Posted on May 25, 2015
New Legislation Will Protect Pets Involved in Domestic Violence
Any member of a household, including companion animals, can become victims of domestic violence. In fact, fear of what might happen to a pet keeps some human victims from leaving their abusive situation. This is the impetus behind bipartisan federal legislation H.R. 1258, referred to as The Pet and Women Safety Act (PAWS Act). This pending legislation has 57 co-sponsors in Congress and the endorsement of many domestic violence and welfare organizations. The American Veterinary Medical Association has just announced its support for the PAWS Act.
The PAWS Act
The PAWS Act would assist both male and female victims of domestic violence and their pets through the following measures:
- Threatening a pet would be considered a stalking-related crime.
- Grant funding would increase the availability of alternative housing for pets of domestic violence victims.
- States would provide protections against violent or threatening acts towards the pets belonging to the person named in a domestic violence protection order.
- Abusers who harm pets would be required to pay for veterinary expenses to treat the animal.
Domestic abuse victims and their pets
Maryland Democratic Representative Katherine Clark introduced the PAWS Act on March 4 along with Florida Republican Representative Ileana Ros-Lehtinen. Ms. Clark has stated, “No one should have to make the choice between leaving an abusive situation and ensuring their pet’s safety.”
Advocates for this legislation report that approximately 33 percent of domestic violence victims postpone leaving an abusive relationship because of concern for their pets well being. Additionally, up to 25 percent of victims return to an abusive partner because they fear for their pets.
Abusers are often aware of the emotional bond between the victims and their pets. They may exploit that bond in order to frighten, manipulate, and control the target of their abuse. Some grim statistics bear this out:
- As many as 48 percent of battered women reported that they delayed leaving a dangerous situation because of concern for their pet’s safety.
- Between 49 and 86 percent of victims reported that their pets had been threatened, harmed or killed by their abusers.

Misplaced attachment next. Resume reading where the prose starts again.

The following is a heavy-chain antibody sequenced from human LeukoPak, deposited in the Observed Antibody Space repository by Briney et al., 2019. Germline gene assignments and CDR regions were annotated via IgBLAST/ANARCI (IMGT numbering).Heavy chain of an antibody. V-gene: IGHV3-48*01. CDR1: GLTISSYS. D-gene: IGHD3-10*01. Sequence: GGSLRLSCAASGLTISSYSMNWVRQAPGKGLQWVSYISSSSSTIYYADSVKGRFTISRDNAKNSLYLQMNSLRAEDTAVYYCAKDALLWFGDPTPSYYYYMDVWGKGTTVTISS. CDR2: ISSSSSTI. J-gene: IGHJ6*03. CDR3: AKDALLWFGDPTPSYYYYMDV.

- 85 percent of domestic violence shelters indicated that women coming into their facilities spoke of incidents of pet abuse.
- When leaving an abuse situation requires relinquishment of a pet, victims of abuse report losing an important source of support as they adjust to this separation and recover from the violence.
Some victims who have escaped their abuse struggle to afford necessary veterinary care for their pets who have been harmed by abuse. While many sympathetic veterinarians discount or donate their services, the PAWS Act would enforce provision of veterinary care costs in these situations.
What you can do
The PAWS Act was referred to the Subcommittee on Crime, Terrorism, Homeland Security, and Investigations on 3/31/15. How can you help this bill come to fruition? I encourage you to write to your US Representatives asking them to cosponsor the PAWS Act (H.R. 1258). Just imagine how this legislation will provide benefit to victims of abuse by giving them the ability to protect a beloved pet.
Nancy Kay, DVM
Diplomate, American College of Veterinary Internal Medicine
Author of Speaking for Spot: Be the Advocate Your Dog Needs to Live a Happy, Healthy, Longer Life
Author of Your Dog’s Best Health: A Dozen Reasonable Things to Expect From Your Vet
Recipient, Leo K. Bustad Companion Animal Veterinarian of the Year Award
Recipient, American Animal Hospital Association Animal Welfare and Humane Ethics Award
Recipient, Dog Writers Association of America Award for Best Blog
Recipient, Eukanuba Canine Health Award
Recipient, AKC Club Publication Excellence Award
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Please visit http://www.speakingforspot.com to read excerpts from Speaking for Spot and Your Dog’s Best Health. There you will also find “Advocacy Aids”- helpful health forms you can download and use for your own dog, and a collection of published articles on advocating for your pet’s health. Speaking for Spot and Your Dog’s Best Health are available at www.speakingforspot.com, Amazon.com, local bookstores, and your favorite online book seller.